Post On: August 26, 2016
Many of us are watching children or grandchildren climb onto big yellow school buses this week. Whether college is years away or looming in the very near future, it’s not too late or too early to focus on college savings. In honor of this exciting end of summer, Ambassador Advisors would like to share a few tips from Forbes on getting more from your 529 college savings plan.
Bonanzas and booby traps: Plenty of both await you in the complex world of 529s.
Needlessly complex, since the concept is simple. You set aside savings for college costs, and the earnings (per section 529 of the tax code) escape tax. But the execution is messy because 48 states plus the District of Columbia compete nationally for the business of overseeing the accounts. They have created a crazy quilt of investment choices and tax rules.
Two-thirds of states operating 529 plans offer tax deductions or other subsidies for contributions to college accounts, and the deal is usually available only to participants who patronize the home-state plan. What should you do if your state has a lucrative deduction but runs a crappy plan? The aim of this article is to answer that question and to offer guidance on other ways to extract the most from your account.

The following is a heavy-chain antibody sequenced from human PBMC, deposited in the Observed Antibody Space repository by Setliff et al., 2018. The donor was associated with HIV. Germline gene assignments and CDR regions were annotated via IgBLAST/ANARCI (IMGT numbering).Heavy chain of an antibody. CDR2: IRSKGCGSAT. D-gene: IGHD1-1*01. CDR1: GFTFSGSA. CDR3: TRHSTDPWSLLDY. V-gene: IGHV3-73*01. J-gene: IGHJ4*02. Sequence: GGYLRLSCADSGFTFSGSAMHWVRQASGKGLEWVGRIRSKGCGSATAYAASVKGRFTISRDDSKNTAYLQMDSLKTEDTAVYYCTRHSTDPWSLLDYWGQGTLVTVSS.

Strategic Insight, which tracks the money management industry, counts $230 billion in 529 assets, not including tuition prepayment plans. The money is driven into place not only by the tax exemption, both federal and state, on earnings, but also by the state deductions for contributions (there’s no federal deduction). A wealthy New Yorker can pocket state and city 529 tax breaks cumulatively worth $20,000 (assuming $10,000 in 529 contributions a year for 20 years and a 10% combined state/local rate).
The optimum 529 investment strategy depends on where you live, how much you’re putting in and for how long. But three rules apply no matter what.
One rule is that you should do your retirement saving first, college saving second. That is because retirement assets are for the most part ignored on financial aid forms, while college assets are fair game. A core principle of aid administrators is that people who have saved for college are undeserving.
Here’s how that principle is put into action. A 529 account whose “owner” (that’s the person who controls disbursements) is the student’s parent will get nicked 5% to 6% a year in the aid formula. In other words, $100,000 contained in a 529 will, over four years, reduce aid by a cumulative $20,000 or so. The same wealth stashed in a 401(k) won’t do that.
The next rule is one that applies to all tax-sheltered investing: Get the cheapest investment option on the menu. That will probably be a stock or bond index fund.
Resist the lure of actively managed funds with seemingly terrific records–records, in case you didn’t know, being close to useless in predicting future results. If you want to chase performance, do it in a taxable account, where at least you can take a capital loss for your mistakes.